With each of these monikers he covers a different part of electronic music, but all are unified by his interest for rhythm and percussion. This interest was originally sparked by him being a break dancer and the drive to know, where the breaks originally came from. Because of this he started to produce his first breakbeats.
This quest still leads him in his productions, always experimenting and searching for new and untypical sounds, which leads to unique and organic productions. So far he has released on labels like Versatile, International Feel Recordings, Emotional Response and most significantly on Themes For Great Cities, a label from Düsseldorf run by Rearview Radio.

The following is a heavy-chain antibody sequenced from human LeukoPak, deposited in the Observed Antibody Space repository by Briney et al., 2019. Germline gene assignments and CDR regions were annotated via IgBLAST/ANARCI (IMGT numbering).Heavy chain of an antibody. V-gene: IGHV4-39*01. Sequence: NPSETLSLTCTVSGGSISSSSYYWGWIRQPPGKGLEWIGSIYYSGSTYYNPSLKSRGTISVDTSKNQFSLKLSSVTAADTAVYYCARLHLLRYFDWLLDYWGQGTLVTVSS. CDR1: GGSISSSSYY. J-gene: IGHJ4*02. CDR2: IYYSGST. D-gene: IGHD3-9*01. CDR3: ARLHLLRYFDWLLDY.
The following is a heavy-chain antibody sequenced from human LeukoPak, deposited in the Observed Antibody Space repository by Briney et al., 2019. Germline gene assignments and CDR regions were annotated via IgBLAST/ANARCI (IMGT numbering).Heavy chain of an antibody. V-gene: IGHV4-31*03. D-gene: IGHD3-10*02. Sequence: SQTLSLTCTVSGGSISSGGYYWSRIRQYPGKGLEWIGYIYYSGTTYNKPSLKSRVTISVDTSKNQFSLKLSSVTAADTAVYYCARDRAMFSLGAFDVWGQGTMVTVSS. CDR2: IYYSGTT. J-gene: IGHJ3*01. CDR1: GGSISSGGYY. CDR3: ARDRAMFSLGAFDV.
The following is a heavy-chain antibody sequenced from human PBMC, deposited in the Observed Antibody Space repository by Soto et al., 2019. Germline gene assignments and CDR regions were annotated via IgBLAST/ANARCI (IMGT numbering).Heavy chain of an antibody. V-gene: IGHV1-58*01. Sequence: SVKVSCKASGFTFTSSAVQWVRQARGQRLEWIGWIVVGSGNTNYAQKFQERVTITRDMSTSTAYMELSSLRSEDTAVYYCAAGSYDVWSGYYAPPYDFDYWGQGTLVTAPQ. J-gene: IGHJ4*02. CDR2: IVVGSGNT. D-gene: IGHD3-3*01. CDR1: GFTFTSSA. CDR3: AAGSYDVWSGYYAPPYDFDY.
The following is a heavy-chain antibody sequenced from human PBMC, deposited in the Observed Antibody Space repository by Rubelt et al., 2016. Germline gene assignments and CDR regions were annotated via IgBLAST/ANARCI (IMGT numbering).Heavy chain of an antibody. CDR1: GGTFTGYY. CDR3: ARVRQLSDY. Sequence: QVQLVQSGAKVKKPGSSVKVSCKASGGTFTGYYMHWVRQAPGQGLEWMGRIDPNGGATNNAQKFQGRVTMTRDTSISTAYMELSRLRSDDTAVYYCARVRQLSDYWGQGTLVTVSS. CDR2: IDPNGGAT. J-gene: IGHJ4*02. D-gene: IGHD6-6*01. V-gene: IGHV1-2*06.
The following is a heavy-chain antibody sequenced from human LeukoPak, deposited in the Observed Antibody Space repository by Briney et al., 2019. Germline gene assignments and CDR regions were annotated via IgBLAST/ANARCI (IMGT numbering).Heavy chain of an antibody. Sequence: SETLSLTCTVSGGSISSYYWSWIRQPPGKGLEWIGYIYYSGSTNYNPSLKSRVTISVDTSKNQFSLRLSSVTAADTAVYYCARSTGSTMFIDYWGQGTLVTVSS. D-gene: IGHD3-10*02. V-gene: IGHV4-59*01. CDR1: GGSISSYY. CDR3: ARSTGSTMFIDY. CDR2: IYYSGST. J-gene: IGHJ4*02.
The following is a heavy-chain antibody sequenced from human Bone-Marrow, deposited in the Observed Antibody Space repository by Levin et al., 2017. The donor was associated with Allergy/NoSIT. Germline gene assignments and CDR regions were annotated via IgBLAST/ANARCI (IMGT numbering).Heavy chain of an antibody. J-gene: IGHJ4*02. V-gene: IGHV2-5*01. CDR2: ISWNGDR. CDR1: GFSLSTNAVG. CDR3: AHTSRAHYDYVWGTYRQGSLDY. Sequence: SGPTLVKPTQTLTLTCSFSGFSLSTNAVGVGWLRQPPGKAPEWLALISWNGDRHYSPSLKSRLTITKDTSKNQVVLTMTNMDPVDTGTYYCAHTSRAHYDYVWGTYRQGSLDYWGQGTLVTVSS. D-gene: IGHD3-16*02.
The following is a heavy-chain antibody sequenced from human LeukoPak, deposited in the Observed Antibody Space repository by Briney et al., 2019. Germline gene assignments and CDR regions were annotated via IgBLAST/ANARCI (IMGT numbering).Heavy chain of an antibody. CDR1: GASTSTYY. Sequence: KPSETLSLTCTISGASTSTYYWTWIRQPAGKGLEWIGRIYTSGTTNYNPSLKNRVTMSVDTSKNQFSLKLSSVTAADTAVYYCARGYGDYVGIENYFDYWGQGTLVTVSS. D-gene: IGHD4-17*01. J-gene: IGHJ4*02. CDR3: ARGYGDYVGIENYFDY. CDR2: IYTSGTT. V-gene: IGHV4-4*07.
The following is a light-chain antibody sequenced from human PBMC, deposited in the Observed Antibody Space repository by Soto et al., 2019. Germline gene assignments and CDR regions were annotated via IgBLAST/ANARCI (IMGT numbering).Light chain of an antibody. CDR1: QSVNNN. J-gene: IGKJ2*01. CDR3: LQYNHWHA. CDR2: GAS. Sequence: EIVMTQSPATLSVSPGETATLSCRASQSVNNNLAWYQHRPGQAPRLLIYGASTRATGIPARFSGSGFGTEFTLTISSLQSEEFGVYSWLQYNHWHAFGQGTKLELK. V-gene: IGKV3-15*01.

His curiosity also shows in his DJ-sets, which can range from rather typical electronic dance music to obscure drums from Ghana to cheesy Italo-Pop, always able to surprise his audience.
Print, as a medium, was declared dead in the last decade, but for smaller, rather specific publications quite the contrary seems to be true. In last year's Christmas calendar the alternative interior magazine Apartamento was featured and each of the previous calendars had their share of magazines.
This year we proudly present you Space Magazine, which was founded in 2014 by the Danish agency Moon. They describe the magazine as an interior and culture biannual about the universal and sometimes extravagant subject of living. Thereby combines frank photography and writing, which leads to unique mix of interviews, reportages and portfolios about design and interior.